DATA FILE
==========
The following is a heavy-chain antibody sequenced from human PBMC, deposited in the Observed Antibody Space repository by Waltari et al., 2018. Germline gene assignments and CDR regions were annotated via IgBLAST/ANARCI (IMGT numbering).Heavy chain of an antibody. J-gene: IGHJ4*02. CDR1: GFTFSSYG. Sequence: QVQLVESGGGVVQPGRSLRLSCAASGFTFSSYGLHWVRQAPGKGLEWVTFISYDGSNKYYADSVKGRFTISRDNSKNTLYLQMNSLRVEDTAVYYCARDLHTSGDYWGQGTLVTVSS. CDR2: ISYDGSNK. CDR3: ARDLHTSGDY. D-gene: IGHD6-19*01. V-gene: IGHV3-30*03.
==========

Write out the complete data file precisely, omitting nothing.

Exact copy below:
The following is a heavy-chain antibody sequenced from human PBMC, deposited in the Observed Antibody Space repository by Waltari et al., 2018. Germline gene assignments and CDR regions were annotated via IgBLAST/ANARCI (IMGT numbering).Heavy chain of an antibody. J-gene: IGHJ4*02. CDR1: GFTFSSYG. Sequence: QVQLVESGGGVVQPGRSLRLSCAASGFTFSSYGLHWVRQAPGKGLEWVTFISYDGSNKYYADSVKGRFTISRDNSKNTLYLQMNSLRVEDTAVYYCARDLHTSGDYWGQGTLVTVSS. CDR2: ISYDGSNK. CDR3: ARDLHTSGDY. D-gene: IGHD6-19*01. V-gene: IGHV3-30*03.